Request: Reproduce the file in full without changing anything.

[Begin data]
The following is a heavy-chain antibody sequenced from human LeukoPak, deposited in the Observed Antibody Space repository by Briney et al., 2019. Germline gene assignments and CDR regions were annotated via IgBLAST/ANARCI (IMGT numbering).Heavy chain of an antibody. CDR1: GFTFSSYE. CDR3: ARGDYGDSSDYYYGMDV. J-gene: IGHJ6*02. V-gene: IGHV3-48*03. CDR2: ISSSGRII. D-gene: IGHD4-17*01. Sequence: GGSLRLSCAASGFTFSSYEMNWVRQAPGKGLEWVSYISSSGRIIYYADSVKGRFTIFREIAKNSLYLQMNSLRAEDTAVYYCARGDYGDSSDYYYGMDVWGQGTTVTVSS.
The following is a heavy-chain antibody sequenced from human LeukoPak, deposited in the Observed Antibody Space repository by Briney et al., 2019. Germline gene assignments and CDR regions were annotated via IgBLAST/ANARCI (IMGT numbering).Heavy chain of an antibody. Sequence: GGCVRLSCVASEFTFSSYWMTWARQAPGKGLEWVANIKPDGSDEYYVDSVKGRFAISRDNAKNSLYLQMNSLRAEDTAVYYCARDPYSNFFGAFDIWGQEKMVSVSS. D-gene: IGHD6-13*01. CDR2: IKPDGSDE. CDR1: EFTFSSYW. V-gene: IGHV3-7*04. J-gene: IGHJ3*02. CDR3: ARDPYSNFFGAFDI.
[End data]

The following is a heavy-chain antibody sequenced from human LeukoPak, deposited in the Observed Antibody Space repository by Briney et al., 2019. Germline gene assignments and CDR regions were annotated via IgBLAST/ANARCI (IMGT numbering).Heavy chain of an antibody. CDR1: GFTFSSYE. CDR3: ARGDYGDSSDYYYGMDV. J-gene: IGHJ6*02. V-gene: IGHV3-48*03. CDR2: ISSSGRII. D-gene: IGHD4-17*01. Sequence: GGSLRLSCAASGFTFSSYEMNWVRQAPGKGLEWVSYISSSGRIIYYADSVKGRFTIFREIAKNSLYLQMNSLRAEDTAVYYCARGDYGDSSDYYYGMDVWGQGTTVTVSS.
The following is a heavy-chain antibody sequenced from human LeukoPak, deposited in the Observed Antibody Space repository by Briney et al., 2019. Germline gene assignments and CDR regions were annotated via IgBLAST/ANARCI (IMGT numbering).Heavy chain of an antibody. Sequence: GGCVRLSCVASEFTFSSYWMTWARQAPGKGLEWVANIKPDGSDEYYVDSVKGRFAISRDNAKNSLYLQMNSLRAEDTAVYYCARDPYSNFFGAFDIWGQEKMVSVSS. D-gene: IGHD6-13*01. CDR2: IKPDGSDE. CDR1: EFTFSSYW. V-gene: IGHV3-7*04. J-gene: IGHJ3*02. CDR3: ARDPYSNFFGAFDI.